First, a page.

Much more at the article.

Spoiler alert: we're not going to see $100 oil again; and, the baton has been passed: the US is now, once again, the global "crude oil swing producer."

Love Story

From The Washington Post:
They met at an art show.
She was a painter displaying her abstract landscapes, a single mother of three daughters who’d grown up on a chicken farm in South Korea. He was a wealthy bachelor with more interest in politics than art who had stopped by the show in suburban Maryland on a whim.
His eyes didn’t gravitate to the paintings.
“I was more interested in the artist than the art,” he said.
He gave her his phone number, but she never called. Still, he didn’t give up. They eventually met again, fell in love and married several years later, in 2004.
Spoiler alert: they are still in love.

Cape Wind Suspended -- January 24, 2015


January 25, 2015: same story; its dateline was January 23, 2015, but it was made a Fox headline story on January 25. I'm not sure why Fox delayed posting the story for several days, perhaps waiting for a slow news day:
An ambitious and controversial push to erect America's first offshore wind farm has been dealt what some call a potentially "fatal" blow after two utility companies pulled out of commitments to buy energy from the lagging operation. 
The $2.6 billion Cape Wind project, a private operation benefiting from millions in federal subsidies, is attempting to pioneer offshore wind energy in pursuit of an eco-friendly, sustainable energy supply. Wind turbines would be installed off the coast of Massachusetts' Cape Cod in Nantucket Sound.
But Cape Wind is now in limbo after utility companies terminated huge purchase agreements. They pulled out after the project failed to meet two requirements by Dec. 31: to secure financing and begin construction. 
The wind farm was relying on NSTAR and National Grid to purchase a combined 77.5 percent of its offshore wind power. 
But Greg Sullivan, a former inspector general of Massachusetts who now works at the Pioneer Institute in Boston, said Cape Wind was struggling to find a buyer for the rest of the energy.
"And because they couldn't do that, they had to let the deadline slip with the utility companies. And they walked," Sullivan said. "And I would be very doubtful they would come back." 
Original Post

Some interesting stories if you run out of things to do today.

First, another update on Wind Cape off Cape Cod, Massaschusetts. A similar story was posted/linked earlier, but there are some additional updates in this story being reported by The Boston Globe in which the headline is "more doubt is cast on Cape Cod as developer drops two (2) land contracts."

Two new developments:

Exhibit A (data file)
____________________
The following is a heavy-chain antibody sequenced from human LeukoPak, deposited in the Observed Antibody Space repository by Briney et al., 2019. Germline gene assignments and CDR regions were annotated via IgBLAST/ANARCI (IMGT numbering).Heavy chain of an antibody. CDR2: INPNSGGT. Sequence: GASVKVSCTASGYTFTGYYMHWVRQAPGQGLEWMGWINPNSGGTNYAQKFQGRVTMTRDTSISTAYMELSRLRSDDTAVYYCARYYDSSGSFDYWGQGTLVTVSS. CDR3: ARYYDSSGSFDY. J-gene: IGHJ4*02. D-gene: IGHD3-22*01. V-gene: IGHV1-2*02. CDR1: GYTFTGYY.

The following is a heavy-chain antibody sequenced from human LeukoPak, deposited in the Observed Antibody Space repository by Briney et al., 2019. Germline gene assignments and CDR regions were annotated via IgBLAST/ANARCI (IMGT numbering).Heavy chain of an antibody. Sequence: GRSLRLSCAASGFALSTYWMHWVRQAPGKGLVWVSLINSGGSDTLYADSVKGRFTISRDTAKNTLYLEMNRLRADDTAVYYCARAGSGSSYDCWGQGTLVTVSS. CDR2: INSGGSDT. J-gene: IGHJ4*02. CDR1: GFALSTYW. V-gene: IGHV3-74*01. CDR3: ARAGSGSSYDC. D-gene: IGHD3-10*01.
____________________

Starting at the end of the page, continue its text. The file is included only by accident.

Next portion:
• the developer was suspended from participating in New England's wholesale electricity markets by ISO New England --which operates the region's power grid
  • the developer has terminated contracts to buy land and facilities in Falmouth and Rhode Island (the staging facility for the project)
These new developments are on top of earlier setbacks when two Boston utilities walked away from the project becasue the developer failed to meet contractual deadlines. Those two utilities (under duress) had agreed to purchase up to 77% of the electricity generated by the project. The project was unable to find a purchaser for the other 23% and even if all 100% of the electricity was purchased, some wondered whether the project was financially viable; at 77% - not even close.

The usual talkative Mark Rodgers, a spokesman for Cape Wind, said, "I can't say why" the developer terminated contracts for two tracts of land which were to be the staging area for the project.

I think I can say "why." Dead.

When the Cape Wind project is suspended from even sitting at the table, that speaks volumes.

This all occurred when oil and natural gas were becoming quite expensive (this is a decades-old project); with price of natural gas and oil plummeting, it's going to be more difficult to justify the economics of wind power.

Natural Gas Pipeline To Boston

Meanwhile, another story about energy in the Boston area has to do with natural gas. The Boston Globe is also reporting that the federal government has determined the environmental impact from a gas pipeline proposed for Boston and surrounding suburbs isn’t severe enough to prevent the project from proceeding.

However, there might be other concerns: can the antiquated Boston / New England natural gas pipeline in the neighborhoods handle the high pressure natural gas that would be arriving from the Marcellus and the Utica?

Another Boston Globe story notes that leaks in Boston area natural gas pipelines much more excessive than originally thought.
The amount of methane leaking from natural gas pipelines, storage facilities, and other sources in the Boston area is as much as three times greater than previously estimated — a loss that contributes to the region’s high energy costs and adds potent greenhouse gases to the atmosphere, according to a new study by scientists at Harvard University.
The leaks would be enough to heat as many as 200,000 homes a year and are valued at $90 million a year, the authors said.
The study — the first of its kind to quantify methane emissions from natural gas leaks in an urban area — also suggests that regulators are substantially underestimating the amount of the nation’s methane emissions. Methane is 20 times more powerful than carbon dioxide, meaning small amounts of the heat-trapping gas can have a significant impact on global warming.